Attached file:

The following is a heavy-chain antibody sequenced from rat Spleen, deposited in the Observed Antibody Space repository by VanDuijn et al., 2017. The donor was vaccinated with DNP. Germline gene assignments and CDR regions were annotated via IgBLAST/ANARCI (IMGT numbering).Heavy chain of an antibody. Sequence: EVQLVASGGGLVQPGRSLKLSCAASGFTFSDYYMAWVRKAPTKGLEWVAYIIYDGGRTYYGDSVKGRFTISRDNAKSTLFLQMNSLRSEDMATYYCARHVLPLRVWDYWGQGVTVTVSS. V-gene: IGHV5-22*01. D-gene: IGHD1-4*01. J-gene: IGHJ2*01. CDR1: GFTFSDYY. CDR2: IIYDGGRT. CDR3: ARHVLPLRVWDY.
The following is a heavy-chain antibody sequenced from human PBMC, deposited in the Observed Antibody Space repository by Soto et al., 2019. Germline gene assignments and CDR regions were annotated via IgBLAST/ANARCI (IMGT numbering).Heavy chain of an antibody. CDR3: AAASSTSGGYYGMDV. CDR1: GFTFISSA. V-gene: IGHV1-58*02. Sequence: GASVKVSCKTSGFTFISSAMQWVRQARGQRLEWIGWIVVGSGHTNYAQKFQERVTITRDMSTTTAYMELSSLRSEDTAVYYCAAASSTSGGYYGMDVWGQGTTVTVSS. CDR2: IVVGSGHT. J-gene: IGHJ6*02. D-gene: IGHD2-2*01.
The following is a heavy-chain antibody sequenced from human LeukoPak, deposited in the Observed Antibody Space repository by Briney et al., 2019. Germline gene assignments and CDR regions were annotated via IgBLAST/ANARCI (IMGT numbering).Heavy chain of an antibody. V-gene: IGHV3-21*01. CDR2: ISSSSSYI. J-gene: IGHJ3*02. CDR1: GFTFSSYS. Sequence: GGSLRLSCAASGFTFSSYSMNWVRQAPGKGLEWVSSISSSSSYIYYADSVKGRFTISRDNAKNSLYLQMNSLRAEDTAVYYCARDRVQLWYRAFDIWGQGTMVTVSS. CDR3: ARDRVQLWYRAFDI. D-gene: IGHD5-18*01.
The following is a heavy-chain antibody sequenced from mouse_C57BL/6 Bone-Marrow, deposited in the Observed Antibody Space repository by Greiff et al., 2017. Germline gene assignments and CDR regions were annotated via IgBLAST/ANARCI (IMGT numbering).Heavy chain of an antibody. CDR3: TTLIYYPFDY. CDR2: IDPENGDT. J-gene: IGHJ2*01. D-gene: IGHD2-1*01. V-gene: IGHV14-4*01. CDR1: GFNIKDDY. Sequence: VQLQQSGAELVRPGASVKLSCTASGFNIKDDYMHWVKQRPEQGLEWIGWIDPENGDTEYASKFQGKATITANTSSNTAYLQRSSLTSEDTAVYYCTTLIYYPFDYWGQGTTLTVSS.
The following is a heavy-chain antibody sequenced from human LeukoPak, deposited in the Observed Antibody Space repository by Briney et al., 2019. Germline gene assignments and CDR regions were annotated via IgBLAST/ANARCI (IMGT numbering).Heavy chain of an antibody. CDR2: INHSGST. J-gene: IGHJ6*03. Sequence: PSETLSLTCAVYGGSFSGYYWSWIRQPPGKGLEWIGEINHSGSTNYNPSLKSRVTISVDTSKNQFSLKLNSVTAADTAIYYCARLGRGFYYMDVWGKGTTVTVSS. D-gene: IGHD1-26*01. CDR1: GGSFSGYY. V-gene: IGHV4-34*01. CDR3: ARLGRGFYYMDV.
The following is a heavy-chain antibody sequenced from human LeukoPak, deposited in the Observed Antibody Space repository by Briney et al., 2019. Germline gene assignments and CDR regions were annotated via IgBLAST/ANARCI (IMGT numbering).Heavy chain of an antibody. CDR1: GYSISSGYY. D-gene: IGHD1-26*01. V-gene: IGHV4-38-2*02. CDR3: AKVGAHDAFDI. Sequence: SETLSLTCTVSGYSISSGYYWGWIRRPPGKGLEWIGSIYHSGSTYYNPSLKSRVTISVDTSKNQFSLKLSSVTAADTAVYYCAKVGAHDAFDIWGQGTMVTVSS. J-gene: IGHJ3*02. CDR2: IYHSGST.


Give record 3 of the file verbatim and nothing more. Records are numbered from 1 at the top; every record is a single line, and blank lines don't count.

The following is a heavy-chain antibody sequenced from human LeukoPak, deposited in the Observed Antibody Space repository by Briney et al., 2019. Germline gene assignments and CDR regions were annotated via IgBLAST/ANARCI (IMGT numbering).Heavy chain of an antibody. V-gene: IGHV3-21*01. CDR2: ISSSSSYI. J-gene: IGHJ3*02. CDR1: GFTFSSYS. Sequence: GGSLRLSCAASGFTFSSYSMNWVRQAPGKGLEWVSSISSSSSYIYYADSVKGRFTISRDNAKNSLYLQMNSLRAEDTAVYYCARDRVQLWYRAFDIWGQGTMVTVSS. CDR3: ARDRVQLWYRAFDI. D-gene: IGHD5-18*01.